U.S. Department of Agriculture scientists are using GCMS to come up with new strategies to combat a beetle threatening the nation's avocado trees. Laurel wilt disease is caused by the fungus Raffaelea lauricola, and is vectored by the redbay ambrosia beetle, an invasive pest from Asia that has spread to the Carolinas, Florida and west to Mississippi.
After driving more than a football field's length since landing, NASA's Mars rover Curiosity is spending several days preparing for full use of the tools on its arm. Curiosity extended its robotic arm last Wednesday in the first of 6-10 consecutive days of planned activities to test the 7-foot (2.1-meter) arm and the tools it manipulates.
A science team has completed the first statewide analysis of freshwater bodies in Minnesota, finding widespread evidence of the presence of active ingredients of personal care products in lakes, streams and rivers. Hundreds of antimicrobial products are sold in the U.S., many marketed with efficacy claims that remain elusive due to the short duration of the average consumer’s handwashing practices.
New research offers a methodology to optimize the sensitivity of photoluminescent probes using time-resolved spectroscopy. The technique gives results nearly twice as good as standard fluorescence spectroscopy when probed for specific DNA sequences.
The global chromatography market was worth USD $6.6 billion in 2011 and is expected to reach USD $8.9 billion in 2017, growing at a CAGR of 4.1% from 2011 to 2017. The chromatography market is driven by growing environmental and safety concerns, rise in crime rate, safety and security of human life and rise in the number of cancer diagnosis.
Using gas chromatography, researchers measured compounds in otoliths of individual fish, working their way back to layers created when each was a juvenile. The method analyzes isotopic signatures recorded in fish tissue. These signatures, unique to each environment in which a fish lives and feeds, are laid down in its otoliths, or ear bones, creating a record similar to that of tree rings.
A team led by scientists at the California Institute of Technology has made the first-ever mechanical device that can measure the mass of individual molecules one at a time. This new technology will eventually help doctors diagnose diseases, enable biologists to study viruses and probe the molecular machinery of cells, and even allow scientists to better measure nanoparticles and air pollution.
Researchers have been successful in synthesizing and characterizing monodisperse gold-core silver-shell nanoparticles utilizing a bio-template that has potential as a water soluble catalyst for converting biomass, such as dead trees, branches and tree stumps, yard clippings, wood chips, and even municipal solid waste into fuels.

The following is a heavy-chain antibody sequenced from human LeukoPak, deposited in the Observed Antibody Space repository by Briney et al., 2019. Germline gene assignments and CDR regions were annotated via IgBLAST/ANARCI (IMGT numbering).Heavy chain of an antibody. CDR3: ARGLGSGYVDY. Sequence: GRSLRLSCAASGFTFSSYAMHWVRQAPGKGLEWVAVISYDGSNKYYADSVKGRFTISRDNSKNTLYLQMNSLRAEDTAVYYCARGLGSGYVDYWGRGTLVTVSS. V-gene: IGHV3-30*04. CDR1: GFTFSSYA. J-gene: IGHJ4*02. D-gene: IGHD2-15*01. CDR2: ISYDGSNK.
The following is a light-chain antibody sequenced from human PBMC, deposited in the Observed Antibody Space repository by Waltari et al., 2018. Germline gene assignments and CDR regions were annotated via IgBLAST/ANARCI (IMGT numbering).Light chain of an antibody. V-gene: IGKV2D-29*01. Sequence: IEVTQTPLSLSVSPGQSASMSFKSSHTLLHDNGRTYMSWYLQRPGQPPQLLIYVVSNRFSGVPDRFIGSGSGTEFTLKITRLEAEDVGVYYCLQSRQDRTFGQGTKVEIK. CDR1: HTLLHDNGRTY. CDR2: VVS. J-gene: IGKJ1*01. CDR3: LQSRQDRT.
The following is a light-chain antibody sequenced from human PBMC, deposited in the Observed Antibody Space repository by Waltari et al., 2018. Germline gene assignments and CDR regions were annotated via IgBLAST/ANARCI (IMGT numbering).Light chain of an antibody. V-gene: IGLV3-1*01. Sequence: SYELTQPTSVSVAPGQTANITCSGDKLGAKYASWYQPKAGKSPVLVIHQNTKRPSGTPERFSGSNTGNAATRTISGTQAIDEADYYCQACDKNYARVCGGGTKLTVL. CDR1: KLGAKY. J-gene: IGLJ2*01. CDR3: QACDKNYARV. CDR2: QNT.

Check out the digital edition of Chromatography Techniques' September 2012 issue. The cover story details gas chromatography systems used on Mars, and those used on Earth as well. Other articles detail with detection spectroscopy, clean gas, time-of-flight and solid phase extraction.
Chromatography itself can be used as an automated sample preparation procedure for sample purification in drug discovery. Automating solid phase extraction (SPE) is also increasingly useful for rapid sample prep and purification for chromatographic or other analyses.
Solid-phase extraction (SPE) is one of the most common chromatographic processes, and, in recent years, the growth of automated SPE has catapulted its use in laboratories. As a result, SPE systems are becoming more integrated—being made more compatible with liquid chromatography mass spectrometry (LCMS) systems, or combined with LCMS in one system.
The latest advancements in time-of-flight mass spectrometry have allowed the technology to easily tackle day-to-day analysis of complex samples by GC. On the face of it, time-of-flight mass spectrometry (TOF-MS) ought to be more popular than it is.
New capabilities such as advanced detectors and optics are improving the use of infrared and Raman spectroscopy in the chemical analysis and validation of art objects. The analysis of art objects is conducted for a variety of purposes, with authentication being the most visible.
The need for good gas hygiene is important to avoid risking the integrity of instruments, as well as to produce better, more productive chromatography. Ensuring gas hygiene is one of the most important steps researchers can take to optimize the performance of GC or ICP systems. Impure gases can cause installation delays, premature instrument failure and flawed results.
NASA's Curiosity rover has a compact GC system for analyzing rocks, while new GC systems on earth work with increased sensitivity and accuracy. The automated sample analysis at Mars (SAM) module is just one of a dozen instruments contained in NASA's Mars Science Laboratory (MSL) that are mounted on the Curiosity rover that landed successfully on Mars on August 5.